It would be a misstep to exclude fashion from the category of art. Anyone who looks at the clothes from Romance Was Born, Jordan Dalah or Jordan Gogos will note the way they appear more sculpture than uniform.
In fact Australian Fashion Week is where all the art disciplines converge. Where set designers mingle with stylists and makeup artists share space with musicians. Sometimes you'll even see it on the runway too; models become actors and dancers put their best foot forward. At AAFW 2023, it's clear art was there to soak up as much of the spotlight as the fashion rolling through. Whether that was at the debut Ikuntji Artists show, where sacred Tjukurrpa (Dreaming) stories that began as artworks were integrated into clothing design or at Iordanes Spyridon Gogos, where disused textiles formed a key part of the set design. At AAFW 2023, it was clear fashion and art go hand-in-hand.
At Verner it's all about the interplay between Australiana and resort wear
Images: Chelsea Holm
On a carpet the colour of Bubble O' Bill's nose, Verner made its AAFW debut. Ingrid Verner tells RUSSH how "sourcing and archiving found artefacts is a big part of my design process," and for the Lost Resort collection she found herself drawn towards "holiday souvenirs, travel postcards and beach ephemera" in order to probe this European idea of resort wear and what it translates to, really, in an Australian context. Motifs like beach balls, vintage polka dots and newspaper print – the kind that lines hot chips dashed in chicken salt – surfaced through the collection via statement handbags, vintage swimsuits, where high-hip cuts flow into floor length gowns, and practical T-shirts that balance the intense colours of summer.
Meanwhile, Ikuntji Artists' debut spotlights sacred storytelling from Luritja
Blak excellence was at the heart of AAFW. Ngali was the first Aboriginal designer to have a standalone show, meanwhile the presentation from Ikuntji Artists on day four marked the first solo show from a First Nations arts centre. From design features to the prints used, each garment tells the unique and sacred Tjukurrpa (Dreaming) stories from one Ikuntji Artist to the next. For example, a linen power suit integrated Mavis Marks' Women's Business Story and a gown with a long flowing train illustrates the Kapi (water) flowing through the Western Desert. Ana Keshan, a Yorta Yorta, Gomeroi and Wiradjuri stylist, worked closely with the artists over the course of four two-week-long workshops to collaborate on the final collection pieces and honour Luritja culture. The collection "shows what an art centre from the small remote community of Ikuntji (Haasts Bluff) can achieve," says artist Keturah Zimran. "It gives us pride and strength to be seen, our designs be seen and we are being heard."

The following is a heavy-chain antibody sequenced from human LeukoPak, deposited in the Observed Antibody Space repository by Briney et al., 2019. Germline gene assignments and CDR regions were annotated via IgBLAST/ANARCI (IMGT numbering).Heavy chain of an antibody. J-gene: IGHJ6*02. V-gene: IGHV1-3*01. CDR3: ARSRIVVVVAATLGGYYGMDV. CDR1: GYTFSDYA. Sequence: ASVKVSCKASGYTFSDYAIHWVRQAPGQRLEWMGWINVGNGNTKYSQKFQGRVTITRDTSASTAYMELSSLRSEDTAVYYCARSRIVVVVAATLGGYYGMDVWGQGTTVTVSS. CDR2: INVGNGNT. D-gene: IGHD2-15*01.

Jordan Gogos explores the link between art and sustainability
Before Jordan Gogos entered the world of fashion, the designer was creating objects, furniture and sculpture through his other eponymous label, GOGOS. His experience across a handful of disciplines means the designer is involved in every part of putting together his shows at AAFW, including the set design, which he took charge of for his collaboration with Akira Isogawa. Strewn across the runway were mounds of disused textiles Gogos had salvaged and reworked through patchwork and embroidery. The pieces will go on to enjoy a second life following the show, where they have been acquired for the collections of national institutions.
Gary Bigeni collaborates with Consuelo Cavaniglia
In 2003, Gary Bigeni presented at Australian Fashion Week as a student; Modern Romance, the designer's collection at AAFW in 2023 marks two decades in the industry. The collection celebrated Bigeni's deep adulation for colour, especially as a person growing up hearing impaired. To fully realise the concept, where turquoise polka dots clashed brilliantly with hand-painted prints of lime green, shocking pink and canary yellow, Bigeni enlisted the help of artist Consuelo Cavaniglia whose work prioritises polished acrylic sculptures. Cavaniglia crafted up a set of open doorways in lemon yellow and a calming blue scattered across the central point of the runway.
INJURY is leading the charge on the intersection between AI art and fashion
"Fashion is an experience, whether physical or digital, it celebrates and represents identity and expression," Eugene Leung and Dan Tse of INJURY tell me. And like so many, the pair see fashion as falling under the umbrella of art. Last year, Leung and Tse held the first metaverse fashion show in Australia, this year INJURY married AI art and fashion in what they've dubbed a "phy-igtal" runway. Not only is this hybrid fashion experience "sustainably conscious" as digital clothing exists in lieu of physical garments during the sampling process, but the integration of AI technology streamlines ideation, while "whilst refining and developing them with detail and efficiency," says Tsu and Leung.